Skip to content
All articles
  • All articles
  • About whales & dolphins
  • Create healthy seas
  • End captivity
  • Fundraising
  • Green Whale
  • Prevent bycatch
  • Prevent deaths in nets
  • Stop whaling
Clear the list graphic

Clear WDC’s Amazon Wishlist for Giving Tuesday

The holiday season is knocking on our doors and Giving Tuesday is coming up soon!...
Fin whales are targeted by Icelandic whalers

Speaking truth to power – my week giving whales a voice

The International Whaling Commission (IWC) meeting is where governments come together to make decisions about whaling...
The Codfather being good with Anvil kick feeding right next to them_0761 branded

Spout Spotters: Boater Safety Around Whales Online Course Launches

After countless hours behind the computer, bountiful snacks, and a few stress relieving walks with...
WDC team at UN Ocean conference

Give the ocean a chance – our message from the UN Ocean Conference

I'm looking out over the River Tejo in Lisbon, Portugal, reflecting on the astounding resilience...
65556ab2635fdab7b4e12265b9623d64

Stream to Sea: Orca Action Month 2022

This June was an exceptionally busy and exciting Orca Month, starting with a somewhat surprising...
We need whale poo ? WDC NA

Whales are our climate allies – meet the scientists busy proving it

At Whale and Dolphin Conservation, we're working hard to bring whales and the ocean into...

It’s Time To Breach The Snake River Dams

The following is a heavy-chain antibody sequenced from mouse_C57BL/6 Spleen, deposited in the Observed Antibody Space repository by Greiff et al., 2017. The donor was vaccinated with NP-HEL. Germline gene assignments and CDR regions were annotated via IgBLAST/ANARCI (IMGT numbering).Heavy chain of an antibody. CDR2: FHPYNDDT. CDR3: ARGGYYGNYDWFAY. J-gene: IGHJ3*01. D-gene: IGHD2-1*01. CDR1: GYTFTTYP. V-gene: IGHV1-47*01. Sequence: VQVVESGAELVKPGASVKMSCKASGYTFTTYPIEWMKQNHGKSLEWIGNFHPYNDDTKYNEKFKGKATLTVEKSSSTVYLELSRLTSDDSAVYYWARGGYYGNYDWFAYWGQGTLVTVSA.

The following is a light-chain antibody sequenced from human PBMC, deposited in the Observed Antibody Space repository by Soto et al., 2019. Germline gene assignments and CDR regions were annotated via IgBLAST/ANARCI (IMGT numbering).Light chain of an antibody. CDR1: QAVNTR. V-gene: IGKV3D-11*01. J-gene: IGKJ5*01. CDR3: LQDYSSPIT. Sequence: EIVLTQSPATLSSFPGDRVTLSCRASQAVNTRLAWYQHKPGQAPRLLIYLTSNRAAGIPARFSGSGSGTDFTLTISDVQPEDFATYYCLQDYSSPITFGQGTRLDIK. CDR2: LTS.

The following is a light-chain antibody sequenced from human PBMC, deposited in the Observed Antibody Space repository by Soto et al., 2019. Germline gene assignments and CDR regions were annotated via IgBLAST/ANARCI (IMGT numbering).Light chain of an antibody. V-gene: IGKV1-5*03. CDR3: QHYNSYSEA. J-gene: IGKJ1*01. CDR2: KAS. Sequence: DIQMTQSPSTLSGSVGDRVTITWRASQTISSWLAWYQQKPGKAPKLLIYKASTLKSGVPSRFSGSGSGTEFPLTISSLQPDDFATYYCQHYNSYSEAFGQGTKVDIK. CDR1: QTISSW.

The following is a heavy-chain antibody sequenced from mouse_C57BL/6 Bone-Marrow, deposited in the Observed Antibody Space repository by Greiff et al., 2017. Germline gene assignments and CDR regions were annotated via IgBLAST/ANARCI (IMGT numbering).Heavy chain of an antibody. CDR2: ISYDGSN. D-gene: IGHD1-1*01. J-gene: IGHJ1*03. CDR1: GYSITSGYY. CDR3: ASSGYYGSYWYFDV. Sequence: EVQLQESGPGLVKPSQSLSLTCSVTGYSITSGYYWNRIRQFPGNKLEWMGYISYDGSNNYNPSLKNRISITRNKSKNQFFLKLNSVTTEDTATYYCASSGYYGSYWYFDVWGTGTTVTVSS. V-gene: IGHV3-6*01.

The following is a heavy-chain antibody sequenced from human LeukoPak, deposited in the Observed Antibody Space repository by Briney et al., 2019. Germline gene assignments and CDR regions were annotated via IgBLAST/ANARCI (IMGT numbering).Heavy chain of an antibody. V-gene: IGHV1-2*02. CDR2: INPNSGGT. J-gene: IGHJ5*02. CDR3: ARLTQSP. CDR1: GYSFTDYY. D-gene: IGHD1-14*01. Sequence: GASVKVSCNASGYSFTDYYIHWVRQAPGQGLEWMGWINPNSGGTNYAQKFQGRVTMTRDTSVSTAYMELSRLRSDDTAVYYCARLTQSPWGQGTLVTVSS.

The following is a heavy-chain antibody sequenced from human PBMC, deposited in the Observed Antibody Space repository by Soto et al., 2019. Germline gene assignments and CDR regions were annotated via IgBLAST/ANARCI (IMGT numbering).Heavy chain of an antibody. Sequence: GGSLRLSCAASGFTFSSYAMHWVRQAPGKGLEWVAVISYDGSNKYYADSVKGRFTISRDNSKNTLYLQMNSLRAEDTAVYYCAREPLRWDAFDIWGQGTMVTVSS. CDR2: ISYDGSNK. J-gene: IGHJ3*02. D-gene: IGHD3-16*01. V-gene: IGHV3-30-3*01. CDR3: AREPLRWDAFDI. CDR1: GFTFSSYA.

The Snake River dams were controversial even before they were built.  While they were still...
Nat Geo for Disney+ Luis Lamar

Five Facts About Orcas

Orcas, also known as killer whales, are one of the most recognizable and popular species...

Dolphins learning

Evidence is mounting rapidly for the social transmission of certain behaviours within some mammal populations. Dolphins are no exception and their ability to learn from others within their social groups may be an important factor when it comes to adapting to human induced change within their environments.

But what does ‘social transmission’ of behaviours actually mean? A great example is found in some of the bottlenose dolphins in Shark Bay, Western Australia that have learnt, through ‘social transmission’, to use sponges as tools to help extract prey. Calves learn this unique tool use behaviour from their mothers and dolphin researcher Janet Mann and her colleagues have also speculate that this behaviour seems to serves an affiliative function, where ‘spongers’ appear to be more ‘cliquish’ and prefer to associated with other ‘spongers’. This cliquish element might have an influence on how this type of novel behaviour spreads within a social group. 

Until recently the focus of research on these sponging dolphins has been on the eastern gulf of Shark Bay. But new research on dolphins living in the western gulf identified 40 individual ‘spongers’. As with the eastern gulf dolphins, the majority of spongers were female, sponging in deep channel habitats. But in the eastern gulf there was no observed difference in the number of associates between spongers and non-spongers. Spongers in the eastern gulf foraged more often that deep-water non-spongers and group sizes in deep-water habitat were typically larger, perhaps as a result of differences in prey distribution, or perhaps these larger groups are related to higher predator abundance.

Detailed research such as this, which tracks individuals and their unique behaviours is helping scientist to shine a light on some of the complex and rich social lives of other species, such as these extraordinary tool using dolphins.